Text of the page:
Wendy's sells these little $1 keychains that purport to get you a free Frosty with every purchase. Of course, the Frosties are hilariously tiny. I'm not sure about refilling it, though.

You could also start toting soups or beverages in a thermos designed with a drinkable cap. Pour some of the contents into the lid, sip, repeat.

And there's always water bottles...
posted by Rhaomi at 6:35 PM on July 6, 2011 [2 favorites]


For tiny cups and not-so-large vessels, I would recommend sake! You can refill the carafe, and then refill the cups. Hot or cold is up to you.
posted by Gneisskate at 6:45 PM on July 6, 2011


In Taiwan but also Hong Kong there are a lot of beer halls where scantily-costumed women hired by beer companies will sell your table bottles which are then poured into the tiny glasses that planetkyoto described. I'll agree with the OP that it's strangely enjoyable drinking out of small cups, plus it makes it much more practical to gan bei!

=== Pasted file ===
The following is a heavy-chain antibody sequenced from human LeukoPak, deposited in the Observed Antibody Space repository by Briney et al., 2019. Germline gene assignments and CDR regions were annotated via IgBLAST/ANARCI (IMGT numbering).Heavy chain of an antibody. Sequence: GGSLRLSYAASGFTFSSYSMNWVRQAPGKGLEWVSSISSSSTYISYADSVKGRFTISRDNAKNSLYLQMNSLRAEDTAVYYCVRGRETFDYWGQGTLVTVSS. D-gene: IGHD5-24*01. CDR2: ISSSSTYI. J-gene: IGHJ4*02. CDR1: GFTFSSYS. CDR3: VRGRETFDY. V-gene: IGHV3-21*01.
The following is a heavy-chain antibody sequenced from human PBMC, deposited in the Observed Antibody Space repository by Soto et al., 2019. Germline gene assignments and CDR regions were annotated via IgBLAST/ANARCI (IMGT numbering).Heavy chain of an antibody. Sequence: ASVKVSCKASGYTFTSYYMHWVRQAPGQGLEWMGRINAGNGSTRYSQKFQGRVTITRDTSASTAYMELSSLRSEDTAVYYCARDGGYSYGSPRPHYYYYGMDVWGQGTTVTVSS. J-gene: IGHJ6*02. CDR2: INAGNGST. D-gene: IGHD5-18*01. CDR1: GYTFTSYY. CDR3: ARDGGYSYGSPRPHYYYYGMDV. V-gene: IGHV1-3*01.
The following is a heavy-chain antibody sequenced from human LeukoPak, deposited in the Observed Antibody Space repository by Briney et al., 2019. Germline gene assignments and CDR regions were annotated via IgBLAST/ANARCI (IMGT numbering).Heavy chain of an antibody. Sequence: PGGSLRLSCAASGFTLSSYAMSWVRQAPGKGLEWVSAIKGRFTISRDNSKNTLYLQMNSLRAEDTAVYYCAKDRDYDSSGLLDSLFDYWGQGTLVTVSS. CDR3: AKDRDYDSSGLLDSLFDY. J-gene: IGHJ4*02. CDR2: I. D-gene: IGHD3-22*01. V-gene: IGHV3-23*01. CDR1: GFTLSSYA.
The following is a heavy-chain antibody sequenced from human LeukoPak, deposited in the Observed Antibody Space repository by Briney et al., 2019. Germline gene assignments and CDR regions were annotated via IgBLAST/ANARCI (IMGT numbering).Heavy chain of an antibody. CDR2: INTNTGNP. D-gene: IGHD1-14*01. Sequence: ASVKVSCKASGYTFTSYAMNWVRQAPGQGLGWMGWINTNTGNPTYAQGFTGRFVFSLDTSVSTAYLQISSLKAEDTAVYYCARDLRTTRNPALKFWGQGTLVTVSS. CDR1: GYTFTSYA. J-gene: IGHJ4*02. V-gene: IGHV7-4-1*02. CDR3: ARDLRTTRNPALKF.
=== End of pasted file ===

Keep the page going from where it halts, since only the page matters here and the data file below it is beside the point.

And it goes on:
posted by villanelles at dawn at 6:50 PM on July 6, 2011


Jello shots?
posted by en forme de poire at 7:16 PM on July 6, 2011


Chinese gong-fu tea sets! They're the espresso of tea. My gf got me one and it's so cute. The pot is like 4 oz and the cups probably less than half an oz each.
posted by Earl the Polliwog at 7:17 PM on July 6, 2011 [2 favorites]


I've had Baijiu in an incredibly tiny glass.
posted by Confess, Fletch at 7:23 PM on July 6, 2011


Drinking beer in Brazil often involves a big bottle and several small cups. Not quite five sips small, but close.
posted by umbú at 7:26 PM on July 6, 2011


When I was particularly upset as a child, I used to get a gallon jug of milk and a shot glass and drink this way.
posted by yeolcoatl at 7:50 PM on July 6, 2011 [24 favorites]


When I was particularly upset as a child, I used to get a gallon jug of milk and a shot glass and drink this way.

That is too terrific for words. I hope you were wearing spurs while doing this.
posted by villanelles at dawn at 7:52 PM on July 6, 2011 [12 favorites]


When I stayed in the Vietnam countryside, refrigeration space was limited. So things like beer and soda never got refrigerated. The solution was to take a couple small metal tumblers (about the size of a whiskey glass), fill them about 80% full of water and freeze them. Crack open a warm beer, pour a bit on top of the ice, drink a few sips of cold(ish) beer, repeat.
posted by gnutron at 7:56 PM on July 6, 2011 [2 favorites]